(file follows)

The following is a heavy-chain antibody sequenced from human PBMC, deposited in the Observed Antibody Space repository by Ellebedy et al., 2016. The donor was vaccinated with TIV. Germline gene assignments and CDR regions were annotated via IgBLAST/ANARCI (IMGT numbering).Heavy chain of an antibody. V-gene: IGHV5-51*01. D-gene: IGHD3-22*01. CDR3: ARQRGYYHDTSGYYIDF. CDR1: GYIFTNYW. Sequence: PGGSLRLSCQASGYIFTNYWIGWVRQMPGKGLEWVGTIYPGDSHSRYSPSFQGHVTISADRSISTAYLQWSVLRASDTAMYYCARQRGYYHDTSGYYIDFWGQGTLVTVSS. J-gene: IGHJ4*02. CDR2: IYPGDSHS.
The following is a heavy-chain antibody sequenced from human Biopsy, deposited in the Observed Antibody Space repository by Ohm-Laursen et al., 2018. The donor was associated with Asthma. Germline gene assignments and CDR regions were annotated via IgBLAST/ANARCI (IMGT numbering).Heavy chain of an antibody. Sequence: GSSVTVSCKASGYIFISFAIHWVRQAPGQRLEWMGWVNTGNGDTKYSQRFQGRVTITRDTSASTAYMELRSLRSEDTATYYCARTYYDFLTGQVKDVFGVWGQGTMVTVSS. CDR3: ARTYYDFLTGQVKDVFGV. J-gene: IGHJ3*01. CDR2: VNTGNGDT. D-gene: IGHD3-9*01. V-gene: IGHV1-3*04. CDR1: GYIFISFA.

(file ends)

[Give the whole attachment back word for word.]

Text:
The following is a heavy-chain antibody sequenced from human PBMC, deposited in the Observed Antibody Space repository by Ellebedy et al., 2016. The donor was vaccinated with TIV. Germline gene assignments and CDR regions were annotated via IgBLAST/ANARCI (IMGT numbering).Heavy chain of an antibody. V-gene: IGHV5-51*01. D-gene: IGHD3-22*01. CDR3: ARQRGYYHDTSGYYIDF. CDR1: GYIFTNYW. Sequence: PGGSLRLSCQASGYIFTNYWIGWVRQMPGKGLEWVGTIYPGDSHSRYSPSFQGHVTISADRSISTAYLQWSVLRASDTAMYYCARQRGYYHDTSGYYIDFWGQGTLVTVSS. J-gene: IGHJ4*02. CDR2: IYPGDSHS.
The following is a heavy-chain antibody sequenced from human Biopsy, deposited in the Observed Antibody Space repository by Ohm-Laursen et al., 2018. The donor was associated with Asthma. Germline gene assignments and CDR regions were annotated via IgBLAST/ANARCI (IMGT numbering).Heavy chain of an antibody. Sequence: GSSVTVSCKASGYIFISFAIHWVRQAPGQRLEWMGWVNTGNGDTKYSQRFQGRVTITRDTSASTAYMELRSLRSEDTATYYCARTYYDFLTGQVKDVFGVWGQGTMVTVSS. CDR3: ARTYYDFLTGQVKDVFGV. J-gene: IGHJ3*01. CDR2: VNTGNGDT. D-gene: IGHD3-9*01. V-gene: IGHV1-3*04. CDR1: GYIFISFA.